What is the name of the city or town that you are reporting on?
How long have you lived there?
1 1/2 years
What activities, clubs and organizations would you recommend to newcomers to help them meet others?
Saltillo appears to be a much friendlier city than others I have lived in (Puebla, Cuernavaca, Toluca). However, it was not easy to get to know people until I got connected with the Saltillo International Church (www.saltillointerationalchurch.com). They have bilingual services on Sundays, and for those who may not be "church-y" (or, like me, prefer the neighborhood church) have book studies for adults, men, and women throughout the week.
Also, if your Spanish is decent www.desaltillo.com is helpful to find out events that are going on in town. If you friend them on facebook, they'll send daily updates--so helpful for me, as we don't regularly buy the newspaper.
In terms of religious, racial, economic and cultural diversity, are the people of this city or town diverse? Are they accepting of differences? Describe.
Like most of Mexico, Saltillo is fairly homogeneous, both racially, culturally, and religiously (although at times it feels that there are nearly as many tiny, hole-in-the-wall Protestant churches as there are large Catholic ones).
While I fit the mold, I can't really say whether they are accepting of differences. But the prevailing attitude seems to be that of "live and let live".
What are the main industries in this city? What types of career opportunities commonly exist? How do most people find new jobs?
The automotive industry is huge--GM, Chrysler, Daimler, John Deere, among others, and their suppliers have plants here. With my husband being a Mexican engineer, we always knew that we'd live here someday.
And if we ever move away, we'll probably be sent back, sooner or later.
Good thing I like it here!
In general, what are peoples' priorities in this city? For example, do lives revolve around work, family, socializing, sports, etc.?
Saltillo is a small city/large town, so it's relatively quiet here. People here seem more respectful of their neighbors than in other areas of Mexico. For example, in general people don't blare their music from their homes or use their car horns as doorbells.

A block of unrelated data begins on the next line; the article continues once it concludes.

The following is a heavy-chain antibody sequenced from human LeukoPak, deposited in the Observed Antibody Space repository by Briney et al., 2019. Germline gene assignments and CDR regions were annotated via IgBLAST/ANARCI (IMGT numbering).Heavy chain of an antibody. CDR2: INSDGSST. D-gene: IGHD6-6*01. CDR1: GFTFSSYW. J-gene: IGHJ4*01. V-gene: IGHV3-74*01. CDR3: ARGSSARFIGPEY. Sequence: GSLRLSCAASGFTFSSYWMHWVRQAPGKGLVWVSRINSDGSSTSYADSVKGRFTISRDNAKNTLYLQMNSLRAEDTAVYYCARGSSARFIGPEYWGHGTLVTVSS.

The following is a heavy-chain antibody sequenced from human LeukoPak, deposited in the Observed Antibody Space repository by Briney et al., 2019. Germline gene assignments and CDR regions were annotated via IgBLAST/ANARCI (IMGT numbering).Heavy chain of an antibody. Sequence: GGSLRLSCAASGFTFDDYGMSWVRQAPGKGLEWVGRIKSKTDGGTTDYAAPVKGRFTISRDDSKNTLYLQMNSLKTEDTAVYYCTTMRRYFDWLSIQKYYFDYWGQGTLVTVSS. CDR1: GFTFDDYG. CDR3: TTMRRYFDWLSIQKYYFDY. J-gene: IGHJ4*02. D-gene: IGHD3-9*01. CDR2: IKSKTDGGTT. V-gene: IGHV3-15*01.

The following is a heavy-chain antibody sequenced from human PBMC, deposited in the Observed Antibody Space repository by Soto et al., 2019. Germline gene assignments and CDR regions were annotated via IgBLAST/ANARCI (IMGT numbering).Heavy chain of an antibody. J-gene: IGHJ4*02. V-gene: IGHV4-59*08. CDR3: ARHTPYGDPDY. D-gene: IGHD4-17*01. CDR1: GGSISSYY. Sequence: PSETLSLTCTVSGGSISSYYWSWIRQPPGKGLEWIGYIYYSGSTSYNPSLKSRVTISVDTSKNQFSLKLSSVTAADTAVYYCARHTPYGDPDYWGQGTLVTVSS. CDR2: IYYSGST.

People work hard and enjoy their families. While social stratification runs the gamut here, in general people are friendly and laid-back.
While soccer is still a huge pastime, baseball appears to be just as popular, if not more popular, than soccer. Saltillo's professional baseball team won the 2009 national championship, and I always hear my neighbor kids hitting a ball around.
Saltillenses are good runners, too. Every June, the city hosts a half-marathon, and throughout the year there are a variety of 5K and 10K races.
Saltillo also boasts a plethora of good public parks--great for picnics, enjoying some green spaces, or playgrounds for kids.
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If a friend of yours was thinking of moving to this city or town from far away, what other advice would you give them.
Get out, see the town. Clearly, learning Spanish makes getting out a lot easier, so learn Spanish (again, people here are pretty patient, so it's a great community to try perfecting one's broken Spanish).
The downtown has a lot to offer, between the Alameda, Plaza de Armas, and various free/cheap museums. The Serape Museum is my favorite, and, as creepy as it sounds, the Bird Museum is pretty interesting (and in the summer, well worth spending 10 pesos for an hour or so in the air-conditioning).
If your company is moving you, they'll probably suggest that you live in the way north side of the city--this is a nice area of town and may be advantageous as it seems that most expats live there. However, do consider the Republica neighborhood, downtown, and the south side of town. They're all great places to live, within walking distance of points of interest, and often a lot cheaper than the northern neighborhoods.